Of course from my 8-year-old viewpoint, I felt a real kinship with Juliette because she got in trouble with her parents just like I did! That is the real impact of this Series: a child reading about Juliette Low, or Amelia Earhart, or Alexander Hamilton can identify with these historical figures because they, too, are children who lose their temper, get in trouble with their parents, and play with friends. Hence kids will keep reading (always a challenge!), enjoy the story, and, most importantly, remember who these people are when they study them in school.

RT: In the original series, there were about 100 Americans profiled. Do you plan to republish all of the biographies? How do you select the order of publication?

Florrie: Believe it or not, there were 200 books in the original series—from Abe Lincoln to Zeb Pike! I don’t foresee all 200 in my company’s future, but I do hope there are at least 20 to 30 ahead!

There are lots of factors to consider in choosing which books to re-issue. We want to have a variety of occupations and time periods represented and stay as multicultural as possible. From a marketing standpoint, we also look at upcoming historical celebrations and/or anniversaries or significant birthdays as criteria when we make our choice. Probably the most important factor in choosing titles is my ability to find the original author and/or their families in order to get the rights and permission to publish. Since many of the books were written 50 years ago, finding authors and/or heirs is a challenge.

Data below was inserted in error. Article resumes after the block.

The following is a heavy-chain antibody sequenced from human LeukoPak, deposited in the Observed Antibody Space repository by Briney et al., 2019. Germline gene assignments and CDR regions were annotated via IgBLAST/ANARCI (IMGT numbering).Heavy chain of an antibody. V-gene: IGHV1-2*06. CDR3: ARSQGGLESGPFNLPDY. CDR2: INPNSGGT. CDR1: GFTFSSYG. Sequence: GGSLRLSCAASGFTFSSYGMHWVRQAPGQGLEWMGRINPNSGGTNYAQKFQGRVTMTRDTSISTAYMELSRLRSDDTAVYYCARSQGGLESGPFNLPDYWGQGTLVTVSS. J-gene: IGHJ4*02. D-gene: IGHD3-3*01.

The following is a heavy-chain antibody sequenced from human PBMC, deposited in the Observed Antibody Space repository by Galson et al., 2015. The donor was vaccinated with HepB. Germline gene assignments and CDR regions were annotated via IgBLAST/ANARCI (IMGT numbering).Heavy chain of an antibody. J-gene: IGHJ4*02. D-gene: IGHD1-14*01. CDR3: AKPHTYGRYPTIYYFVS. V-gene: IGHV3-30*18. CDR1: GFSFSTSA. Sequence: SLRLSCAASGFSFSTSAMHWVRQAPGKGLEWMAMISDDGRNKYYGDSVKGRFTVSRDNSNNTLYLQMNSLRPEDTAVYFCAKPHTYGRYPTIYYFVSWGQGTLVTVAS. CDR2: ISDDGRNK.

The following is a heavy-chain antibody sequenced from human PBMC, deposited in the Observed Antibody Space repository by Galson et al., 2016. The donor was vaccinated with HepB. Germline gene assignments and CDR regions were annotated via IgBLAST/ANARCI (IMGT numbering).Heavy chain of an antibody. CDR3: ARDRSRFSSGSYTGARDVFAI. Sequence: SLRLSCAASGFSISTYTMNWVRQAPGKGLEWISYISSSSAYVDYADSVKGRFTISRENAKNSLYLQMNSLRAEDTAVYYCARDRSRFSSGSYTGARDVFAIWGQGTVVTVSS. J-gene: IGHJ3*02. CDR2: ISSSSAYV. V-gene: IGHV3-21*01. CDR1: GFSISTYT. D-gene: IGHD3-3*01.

RT: In bringing back this collection of biographies, did you find that you needed to update them for today's audience? If so, how have the stories changed?

Florrie: These books were written 50 years ago—language and cultural sensitivity have changed dramatically since then. The major issue is, and continues to be, reconciling historical accuracy on one hand with language that portrays ethnic or cultural groups in a stereotypical or pejorative manner on the other. Fortunately, a very small percentage of these books need to be edited. And nothing is deleted or edited that is essential to character or plot development. After all, the beauty of these books is in the strength of the story—the last thing in the world we want to do is change that!

RT: As the president of PMA, the Independent Book Publishers Association, what do you see as the three greatest challenges for authors and independent publishers over the next five years?

Florrie: Capital, Distribution, and Marketing.